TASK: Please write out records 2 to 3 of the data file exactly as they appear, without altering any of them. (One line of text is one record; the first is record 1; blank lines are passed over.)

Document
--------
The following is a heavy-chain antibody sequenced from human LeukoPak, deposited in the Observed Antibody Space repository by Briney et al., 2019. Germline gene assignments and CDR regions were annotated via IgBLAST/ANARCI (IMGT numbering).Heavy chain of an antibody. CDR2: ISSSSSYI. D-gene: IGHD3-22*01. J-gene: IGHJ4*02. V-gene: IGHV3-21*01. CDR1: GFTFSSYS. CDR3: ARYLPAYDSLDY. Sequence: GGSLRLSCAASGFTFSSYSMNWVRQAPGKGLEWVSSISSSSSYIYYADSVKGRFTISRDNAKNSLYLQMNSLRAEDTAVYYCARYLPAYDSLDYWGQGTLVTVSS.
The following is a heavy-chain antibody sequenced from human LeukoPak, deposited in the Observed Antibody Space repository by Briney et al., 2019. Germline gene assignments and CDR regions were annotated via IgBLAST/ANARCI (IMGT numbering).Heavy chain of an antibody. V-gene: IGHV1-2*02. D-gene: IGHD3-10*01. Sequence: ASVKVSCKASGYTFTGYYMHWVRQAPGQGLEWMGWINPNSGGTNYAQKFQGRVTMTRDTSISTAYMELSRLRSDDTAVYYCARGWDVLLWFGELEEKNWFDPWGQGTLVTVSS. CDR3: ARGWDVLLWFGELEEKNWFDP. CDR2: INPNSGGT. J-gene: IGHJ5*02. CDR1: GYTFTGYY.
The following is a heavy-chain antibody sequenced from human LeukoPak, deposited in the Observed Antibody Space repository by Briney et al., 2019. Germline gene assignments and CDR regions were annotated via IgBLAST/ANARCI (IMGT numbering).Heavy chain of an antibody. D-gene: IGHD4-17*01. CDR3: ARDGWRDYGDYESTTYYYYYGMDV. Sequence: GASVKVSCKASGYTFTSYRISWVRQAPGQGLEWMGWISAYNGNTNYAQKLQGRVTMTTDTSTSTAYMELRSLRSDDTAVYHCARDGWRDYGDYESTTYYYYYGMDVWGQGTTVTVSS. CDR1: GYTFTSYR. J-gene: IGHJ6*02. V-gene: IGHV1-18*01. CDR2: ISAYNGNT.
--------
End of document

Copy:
The following is a heavy-chain antibody sequenced from human LeukoPak, deposited in the Observed Antibody Space repository by Briney et al., 2019. Germline gene assignments and CDR regions were annotated via IgBLAST/ANARCI (IMGT numbering).Heavy chain of an antibody. V-gene: IGHV1-2*02. D-gene: IGHD3-10*01. Sequence: ASVKVSCKASGYTFTGYYMHWVRQAPGQGLEWMGWINPNSGGTNYAQKFQGRVTMTRDTSISTAYMELSRLRSDDTAVYYCARGWDVLLWFGELEEKNWFDPWGQGTLVTVSS. CDR3: ARGWDVLLWFGELEEKNWFDP. CDR2: INPNSGGT. J-gene: IGHJ5*02. CDR1: GYTFTGYY.
The following is a heavy-chain antibody sequenced from human LeukoPak, deposited in the Observed Antibody Space repository by Briney et al., 2019. Germline gene assignments and CDR regions were annotated via IgBLAST/ANARCI (IMGT numbering).Heavy chain of an antibody. D-gene: IGHD4-17*01. CDR3: ARDGWRDYGDYESTTYYYYYGMDV. Sequence: GASVKVSCKASGYTFTSYRISWVRQAPGQGLEWMGWISAYNGNTNYAQKLQGRVTMTTDTSTSTAYMELRSLRSDDTAVYHCARDGWRDYGDYESTTYYYYYGMDVWGQGTTVTVSS. CDR1: GYTFTSYR. J-gene: IGHJ6*02. V-gene: IGHV1-18*01. CDR2: ISAYNGNT.